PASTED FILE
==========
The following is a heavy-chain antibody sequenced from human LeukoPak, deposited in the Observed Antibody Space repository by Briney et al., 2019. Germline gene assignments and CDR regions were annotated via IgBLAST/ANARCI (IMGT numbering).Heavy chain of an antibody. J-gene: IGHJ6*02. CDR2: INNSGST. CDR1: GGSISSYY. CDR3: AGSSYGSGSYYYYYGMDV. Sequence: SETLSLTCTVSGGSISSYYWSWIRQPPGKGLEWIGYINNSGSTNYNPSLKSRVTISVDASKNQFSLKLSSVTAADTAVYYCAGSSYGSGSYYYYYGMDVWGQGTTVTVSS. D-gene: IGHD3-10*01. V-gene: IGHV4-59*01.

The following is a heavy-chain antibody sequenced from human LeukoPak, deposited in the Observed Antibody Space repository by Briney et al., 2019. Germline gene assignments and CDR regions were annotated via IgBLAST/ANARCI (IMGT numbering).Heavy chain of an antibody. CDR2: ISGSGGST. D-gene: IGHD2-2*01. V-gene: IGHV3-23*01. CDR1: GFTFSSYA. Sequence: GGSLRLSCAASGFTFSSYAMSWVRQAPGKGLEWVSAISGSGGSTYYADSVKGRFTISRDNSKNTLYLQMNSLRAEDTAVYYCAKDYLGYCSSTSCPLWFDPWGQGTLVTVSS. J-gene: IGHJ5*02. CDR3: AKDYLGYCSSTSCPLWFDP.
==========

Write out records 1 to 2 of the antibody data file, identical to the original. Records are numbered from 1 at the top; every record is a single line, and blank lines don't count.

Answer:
The following is a heavy-chain antibody sequenced from human LeukoPak, deposited in the Observed Antibody Space repository by Briney et al., 2019. Germline gene assignments and CDR regions were annotated via IgBLAST/ANARCI (IMGT numbering).Heavy chain of an antibody. J-gene: IGHJ6*02. CDR2: INNSGST. CDR1: GGSISSYY. CDR3: AGSSYGSGSYYYYYGMDV. Sequence: SETLSLTCTVSGGSISSYYWSWIRQPPGKGLEWIGYINNSGSTNYNPSLKSRVTISVDASKNQFSLKLSSVTAADTAVYYCAGSSYGSGSYYYYYGMDVWGQGTTVTVSS. D-gene: IGHD3-10*01. V-gene: IGHV4-59*01.

The following is a heavy-chain antibody sequenced from human LeukoPak, deposited in the Observed Antibody Space repository by Briney et al., 2019. Germline gene assignments and CDR regions were annotated via IgBLAST/ANARCI (IMGT numbering).Heavy chain of an antibody. CDR2: ISGSGGST. D-gene: IGHD2-2*01. V-gene: IGHV3-23*01. CDR1: GFTFSSYA. Sequence: GGSLRLSCAASGFTFSSYAMSWVRQAPGKGLEWVSAISGSGGSTYYADSVKGRFTISRDNSKNTLYLQMNSLRAEDTAVYYCAKDYLGYCSSTSCPLWFDPWGQGTLVTVSS. J-gene: IGHJ5*02. CDR3: AKDYLGYCSSTSCPLWFDP.